Ran Ortner is a New York based artist, painter, sculpt and print-maker. His work consists mostly of paintings of the ocean on canvases, and show no land, sky, figures or other references.
“The idiosyncratic Mr. Ceroli is one of the least known but most influential artists of the Italian post-war scene.” says NY Times His work spans over forty years and I encourage you to take a deep dive into his website to explore his wide range of installations and sculptures. Two of his most beautiful works depict crashing waves sculpted from thin layers of precisely cut wood and glass titled La Vague and Maestrale.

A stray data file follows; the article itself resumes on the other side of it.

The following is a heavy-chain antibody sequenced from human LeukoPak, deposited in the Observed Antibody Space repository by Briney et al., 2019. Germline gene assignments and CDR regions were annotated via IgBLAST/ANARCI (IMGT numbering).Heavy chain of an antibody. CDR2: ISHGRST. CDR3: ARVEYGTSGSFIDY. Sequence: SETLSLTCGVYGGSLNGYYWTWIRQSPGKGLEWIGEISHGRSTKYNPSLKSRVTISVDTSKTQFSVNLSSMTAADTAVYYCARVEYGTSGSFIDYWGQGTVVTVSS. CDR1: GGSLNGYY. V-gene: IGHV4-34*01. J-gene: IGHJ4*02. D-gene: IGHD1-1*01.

Lee Bontecou is an American artist who was born in 1931 in Providence, Rhode Island. She attended theArt Students League of New York and received a Fulbright scholarship to study in Rome and the Louis Comfort Tiffany Award. From the 1970s until 1991 she taught at Brooklyn College. She is best known for the sculptures she created in 1959 and the 1960s, which challenged artistic conventions of both materials and presentation by hanging on the wall like a painting. They consist of welded steel frames covered with recycled canvas (such as conveyor belts or mail sacks) and other found objects. Her best constructions are at once mechanistic and organic, abstract but evocative of the brutality of war. Art critic Arthur Danto describes them as “fierce”, reminiscent of 17th-century scientist Robert Hooke’s Micrographia, lying “at the intersection of magnified insects, battle masks, and armored chariots…”. She exhibited at Leo Castelli’s art gallery in the 1960s, and one of the largest examples of her work is located in the lobby of the David H. Koch Theater at Lincoln Center for the Performing Arts in New York City.